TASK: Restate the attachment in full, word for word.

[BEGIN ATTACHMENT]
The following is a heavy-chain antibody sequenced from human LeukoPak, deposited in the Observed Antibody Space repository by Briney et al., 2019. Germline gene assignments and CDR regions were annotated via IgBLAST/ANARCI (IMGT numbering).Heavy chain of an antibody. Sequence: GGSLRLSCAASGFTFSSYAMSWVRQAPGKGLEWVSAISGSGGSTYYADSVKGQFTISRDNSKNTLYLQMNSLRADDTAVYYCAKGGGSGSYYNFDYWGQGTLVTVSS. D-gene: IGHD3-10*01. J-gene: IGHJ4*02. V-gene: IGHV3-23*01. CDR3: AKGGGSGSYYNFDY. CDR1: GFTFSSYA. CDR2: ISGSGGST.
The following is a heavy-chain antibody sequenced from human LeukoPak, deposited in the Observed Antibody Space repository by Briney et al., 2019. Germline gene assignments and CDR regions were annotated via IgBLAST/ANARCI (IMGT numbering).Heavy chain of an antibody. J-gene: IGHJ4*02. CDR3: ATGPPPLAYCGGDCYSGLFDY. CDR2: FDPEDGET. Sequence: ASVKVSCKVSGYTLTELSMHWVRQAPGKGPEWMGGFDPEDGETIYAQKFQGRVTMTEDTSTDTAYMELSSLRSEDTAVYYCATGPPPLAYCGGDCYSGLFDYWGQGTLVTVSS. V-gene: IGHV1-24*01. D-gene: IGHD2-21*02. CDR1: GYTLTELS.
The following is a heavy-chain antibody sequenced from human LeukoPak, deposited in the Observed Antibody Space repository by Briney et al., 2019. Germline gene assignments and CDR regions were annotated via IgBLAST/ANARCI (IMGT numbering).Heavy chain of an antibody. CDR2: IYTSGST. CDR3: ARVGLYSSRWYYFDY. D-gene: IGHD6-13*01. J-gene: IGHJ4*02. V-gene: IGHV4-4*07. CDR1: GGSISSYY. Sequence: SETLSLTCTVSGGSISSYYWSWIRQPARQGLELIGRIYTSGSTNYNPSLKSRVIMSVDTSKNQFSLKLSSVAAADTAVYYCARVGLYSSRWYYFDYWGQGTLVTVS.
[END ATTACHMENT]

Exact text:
The following is a heavy-chain antibody sequenced from human LeukoPak, deposited in the Observed Antibody Space repository by Briney et al., 2019. Germline gene assignments and CDR regions were annotated via IgBLAST/ANARCI (IMGT numbering).Heavy chain of an antibody. Sequence: GGSLRLSCAASGFTFSSYAMSWVRQAPGKGLEWVSAISGSGGSTYYADSVKGQFTISRDNSKNTLYLQMNSLRADDTAVYYCAKGGGSGSYYNFDYWGQGTLVTVSS. D-gene: IGHD3-10*01. J-gene: IGHJ4*02. V-gene: IGHV3-23*01. CDR3: AKGGGSGSYYNFDY. CDR1: GFTFSSYA. CDR2: ISGSGGST.
The following is a heavy-chain antibody sequenced from human LeukoPak, deposited in the Observed Antibody Space repository by Briney et al., 2019. Germline gene assignments and CDR regions were annotated via IgBLAST/ANARCI (IMGT numbering).Heavy chain of an antibody. J-gene: IGHJ4*02. CDR3: ATGPPPLAYCGGDCYSGLFDY. CDR2: FDPEDGET. Sequence: ASVKVSCKVSGYTLTELSMHWVRQAPGKGPEWMGGFDPEDGETIYAQKFQGRVTMTEDTSTDTAYMELSSLRSEDTAVYYCATGPPPLAYCGGDCYSGLFDYWGQGTLVTVSS. V-gene: IGHV1-24*01. D-gene: IGHD2-21*02. CDR1: GYTLTELS.
The following is a heavy-chain antibody sequenced from human LeukoPak, deposited in the Observed Antibody Space repository by Briney et al., 2019. Germline gene assignments and CDR regions were annotated via IgBLAST/ANARCI (IMGT numbering).Heavy chain of an antibody. CDR2: IYTSGST. CDR3: ARVGLYSSRWYYFDY. D-gene: IGHD6-13*01. J-gene: IGHJ4*02. V-gene: IGHV4-4*07. CDR1: GGSISSYY. Sequence: SETLSLTCTVSGGSISSYYWSWIRQPARQGLELIGRIYTSGSTNYNPSLKSRVIMSVDTSKNQFSLKLSSVAAADTAVYYCARVGLYSSRWYYFDYWGQGTLVTVS.